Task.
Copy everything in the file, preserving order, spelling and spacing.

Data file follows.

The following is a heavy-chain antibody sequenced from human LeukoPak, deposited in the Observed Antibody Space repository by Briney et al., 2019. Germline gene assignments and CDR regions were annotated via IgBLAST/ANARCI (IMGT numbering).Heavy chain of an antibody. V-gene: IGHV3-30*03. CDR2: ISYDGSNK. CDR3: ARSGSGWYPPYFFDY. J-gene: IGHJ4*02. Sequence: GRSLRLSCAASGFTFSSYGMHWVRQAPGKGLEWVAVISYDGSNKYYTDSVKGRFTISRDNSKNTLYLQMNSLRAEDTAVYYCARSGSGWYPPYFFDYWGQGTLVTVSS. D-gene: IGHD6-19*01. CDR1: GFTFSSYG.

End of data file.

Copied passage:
The following is a heavy-chain antibody sequenced from human LeukoPak, deposited in the Observed Antibody Space repository by Briney et al., 2019. Germline gene assignments and CDR regions were annotated via IgBLAST/ANARCI (IMGT numbering).Heavy chain of an antibody. V-gene: IGHV3-30*03. CDR2: ISYDGSNK. CDR3: ARSGSGWYPPYFFDY. J-gene: IGHJ4*02. Sequence: GRSLRLSCAASGFTFSSYGMHWVRQAPGKGLEWVAVISYDGSNKYYTDSVKGRFTISRDNSKNTLYLQMNSLRAEDTAVYYCARSGSGWYPPYFFDYWGQGTLVTVSS. D-gene: IGHD6-19*01. CDR1: GFTFSSYG.